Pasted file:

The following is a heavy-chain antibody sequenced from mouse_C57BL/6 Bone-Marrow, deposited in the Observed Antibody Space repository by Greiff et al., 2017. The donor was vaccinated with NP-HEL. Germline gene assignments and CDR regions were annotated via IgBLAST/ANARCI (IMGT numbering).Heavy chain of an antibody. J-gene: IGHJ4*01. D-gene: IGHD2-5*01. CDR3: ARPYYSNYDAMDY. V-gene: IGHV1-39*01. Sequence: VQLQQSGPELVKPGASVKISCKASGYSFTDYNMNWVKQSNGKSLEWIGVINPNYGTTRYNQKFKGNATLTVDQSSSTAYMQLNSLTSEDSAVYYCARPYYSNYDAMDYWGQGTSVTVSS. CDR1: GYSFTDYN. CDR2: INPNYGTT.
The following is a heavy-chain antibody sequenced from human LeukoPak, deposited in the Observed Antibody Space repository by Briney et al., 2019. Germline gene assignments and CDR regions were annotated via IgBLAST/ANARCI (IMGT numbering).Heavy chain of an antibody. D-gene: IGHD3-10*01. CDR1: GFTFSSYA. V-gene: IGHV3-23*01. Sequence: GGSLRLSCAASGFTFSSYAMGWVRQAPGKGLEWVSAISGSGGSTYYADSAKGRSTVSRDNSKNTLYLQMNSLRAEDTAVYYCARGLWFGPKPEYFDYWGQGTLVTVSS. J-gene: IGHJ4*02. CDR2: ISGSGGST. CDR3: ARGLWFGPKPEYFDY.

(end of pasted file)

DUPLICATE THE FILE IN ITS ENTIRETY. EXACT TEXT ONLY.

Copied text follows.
The following is a heavy-chain antibody sequenced from mouse_C57BL/6 Bone-Marrow, deposited in the Observed Antibody Space repository by Greiff et al., 2017. The donor was vaccinated with NP-HEL. Germline gene assignments and CDR regions were annotated via IgBLAST/ANARCI (IMGT numbering).Heavy chain of an antibody. J-gene: IGHJ4*01. D-gene: IGHD2-5*01. CDR3: ARPYYSNYDAMDY. V-gene: IGHV1-39*01. Sequence: VQLQQSGPELVKPGASVKISCKASGYSFTDYNMNWVKQSNGKSLEWIGVINPNYGTTRYNQKFKGNATLTVDQSSSTAYMQLNSLTSEDSAVYYCARPYYSNYDAMDYWGQGTSVTVSS. CDR1: GYSFTDYN. CDR2: INPNYGTT.
The following is a heavy-chain antibody sequenced from human LeukoPak, deposited in the Observed Antibody Space repository by Briney et al., 2019. Germline gene assignments and CDR regions were annotated via IgBLAST/ANARCI (IMGT numbering).Heavy chain of an antibody. D-gene: IGHD3-10*01. CDR1: GFTFSSYA. V-gene: IGHV3-23*01. Sequence: GGSLRLSCAASGFTFSSYAMGWVRQAPGKGLEWVSAISGSGGSTYYADSAKGRSTVSRDNSKNTLYLQMNSLRAEDTAVYYCARGLWFGPKPEYFDYWGQGTLVTVSS. J-gene: IGHJ4*02. CDR2: ISGSGGST. CDR3: ARGLWFGPKPEYFDY.